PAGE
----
Monster dearest - Page 2

The screen moms of 2006 look for redemption through desperate living, methadone, and visitation rights

With her discomfitingly sensual singing routine and ravenous desire for attention, Sherry is every parent's worst nightmare, yet Gyllenhaal's emotionally and physically naked performance and Laurie Collyer's empathetic direction etch her into reality. You want to take care of this sad, sexy mum.

On another continent and aeons away in awareness, Cheung's Emily is also a junkie who landed in jail — after her rock star boyfriend, Lee Hauser, OD'd — but she's now working her way back into the good graces of her child and family. Resembling a razor-sharp noirish Q-Tip with a shock of black fro, music biz hanger-on Emily evokes obvious predecessors (the derided Asian-other and band destroyer Yoko Ono, the stoned-in-love partner in crime Marianne Faithfull) and less-expected women (delicate beauty with a battery-acid rasp Hope Sandoval). The archetypal snide rock bitch at the start, Emily waxes selfish, proud, mouthy, brawling, irresponsible, bad tempered, only reflexively working her power over Lee — her real hunger is for the next fix. Cheung, however, gives Emily a heart — when her mouth twists into a dreadful pyramid upon hearing that the court has given custody of her son to Lee's parents.

Still, throughout the process of getting clean, growing humble, and peeling away the layers of posturing, Emily exudes a resigned intelligence that the fearless but somewhat unconscious Sherry lacks. Tearful with loneliness, Emily confesses to her friend Elena (France's favorite wild woman, Beatrice Dalle), "I don't know if I can take care of a child." Almost everyone in Clean is smarter than they appear at first glance, even if they are embroiled in the "romantic myth of music," as director Olivier Assayas puts it in a DVD interview. Emily's race complicates matters further, raising questions similar to those aimed at world-trawling Western adoptive parents. Are the white middle-class Hausers more entitled to raise Cheung's son than she is? Must she become trustworthy — or assimilate — in order to be with her child?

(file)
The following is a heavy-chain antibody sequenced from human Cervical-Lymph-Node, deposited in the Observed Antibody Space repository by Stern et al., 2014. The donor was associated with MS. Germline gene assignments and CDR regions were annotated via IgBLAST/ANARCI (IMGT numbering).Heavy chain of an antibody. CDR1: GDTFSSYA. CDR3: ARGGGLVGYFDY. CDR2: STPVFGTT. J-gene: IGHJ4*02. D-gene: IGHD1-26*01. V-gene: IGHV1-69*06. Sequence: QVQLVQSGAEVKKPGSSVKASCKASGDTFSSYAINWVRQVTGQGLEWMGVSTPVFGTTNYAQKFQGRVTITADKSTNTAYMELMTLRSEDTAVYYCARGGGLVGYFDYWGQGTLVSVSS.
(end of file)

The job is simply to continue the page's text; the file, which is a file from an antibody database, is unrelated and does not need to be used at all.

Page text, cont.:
Both Cheung's and Gyllenhaal's performances make one wonder why these women's struggles are reaching the screen at this time. We continue to grapple with the question of whether single parenting translates to less-than-optimal parenting. Perhaps, as the war pigs and an archetypally male principle run rampant elsewhere, we wonder how we're supposed to keep the home fires burning. Where are the mothers, and how does one nurture after all the high times? Can we, perpetual adolescents, ever really settle down? Who raised all these people? *


Ivana Baquero in Pan's Labyrinth (Guillermo del Toro, Spain) and Ko Ah-sung Ko in The Host (Bong Joon-ho, South Korea).

Clean (Olivier Assayas, France) and Sherrybaby (Laurie Collyer, US).

The Descent (Neil Marshall, UK). A postfeminist love song to spelunking and Carrie.

Linda Linda Linda (Nobuhiro Yamashita, Japan). The Ramones would be proud.

The Queen (Stephen Frears, UK/France/Italy), with lady-in-waiting Marie Antoinette (Sofia Coppola, US/France/Japan). Feeling those royal pains.

The Science of Sleep (Michel Gondry, France/Italy). Charlotte Gainsbourg makes spectacles, sweater dresses, and felt-mation look trés belle.

Lady Vengeance (Park Chan-wook, South Korea). Red eyeliner, exploitation glam, and that scene with the grieving, vengeful parents ...

Volver (Pedro Almodóvar, Spain). Making us love Sophia Loren, Anna Magnani, eyeliner, and push-up bras again.

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